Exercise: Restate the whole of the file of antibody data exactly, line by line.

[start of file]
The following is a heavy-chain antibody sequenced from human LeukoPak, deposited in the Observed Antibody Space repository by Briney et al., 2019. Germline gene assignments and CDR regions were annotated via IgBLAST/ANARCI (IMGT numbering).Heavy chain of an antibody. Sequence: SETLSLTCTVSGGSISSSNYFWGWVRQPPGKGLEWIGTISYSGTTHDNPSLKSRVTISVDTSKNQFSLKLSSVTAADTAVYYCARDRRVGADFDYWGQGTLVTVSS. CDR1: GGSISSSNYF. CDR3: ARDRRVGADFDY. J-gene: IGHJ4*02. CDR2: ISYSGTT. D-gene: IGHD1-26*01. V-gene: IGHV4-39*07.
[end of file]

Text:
The following is a heavy-chain antibody sequenced from human LeukoPak, deposited in the Observed Antibody Space repository by Briney et al., 2019. Germline gene assignments and CDR regions were annotated via IgBLAST/ANARCI (IMGT numbering).Heavy chain of an antibody. Sequence: SETLSLTCTVSGGSISSSNYFWGWVRQPPGKGLEWIGTISYSGTTHDNPSLKSRVTISVDTSKNQFSLKLSSVTAADTAVYYCARDRRVGADFDYWGQGTLVTVSS. CDR1: GGSISSSNYF. CDR3: ARDRRVGADFDY. J-gene: IGHJ4*02. CDR2: ISYSGTT. D-gene: IGHD1-26*01. V-gene: IGHV4-39*07.